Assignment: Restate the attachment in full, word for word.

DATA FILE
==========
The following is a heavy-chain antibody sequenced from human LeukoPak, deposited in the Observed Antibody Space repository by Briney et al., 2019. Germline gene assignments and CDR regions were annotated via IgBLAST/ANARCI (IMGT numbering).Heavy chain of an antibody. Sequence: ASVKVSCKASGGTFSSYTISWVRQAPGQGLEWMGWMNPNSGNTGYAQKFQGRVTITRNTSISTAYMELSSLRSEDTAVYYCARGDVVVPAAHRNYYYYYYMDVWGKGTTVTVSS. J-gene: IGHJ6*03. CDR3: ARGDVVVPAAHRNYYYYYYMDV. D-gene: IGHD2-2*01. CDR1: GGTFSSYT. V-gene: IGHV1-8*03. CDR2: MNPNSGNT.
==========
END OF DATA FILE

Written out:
The following is a heavy-chain antibody sequenced from human LeukoPak, deposited in the Observed Antibody Space repository by Briney et al., 2019. Germline gene assignments and CDR regions were annotated via IgBLAST/ANARCI (IMGT numbering).Heavy chain of an antibody. Sequence: ASVKVSCKASGGTFSSYTISWVRQAPGQGLEWMGWMNPNSGNTGYAQKFQGRVTITRNTSISTAYMELSSLRSEDTAVYYCARGDVVVPAAHRNYYYYYYMDVWGKGTTVTVSS. J-gene: IGHJ6*03. CDR3: ARGDVVVPAAHRNYYYYYYMDV. D-gene: IGHD2-2*01. CDR1: GGTFSSYT. V-gene: IGHV1-8*03. CDR2: MNPNSGNT.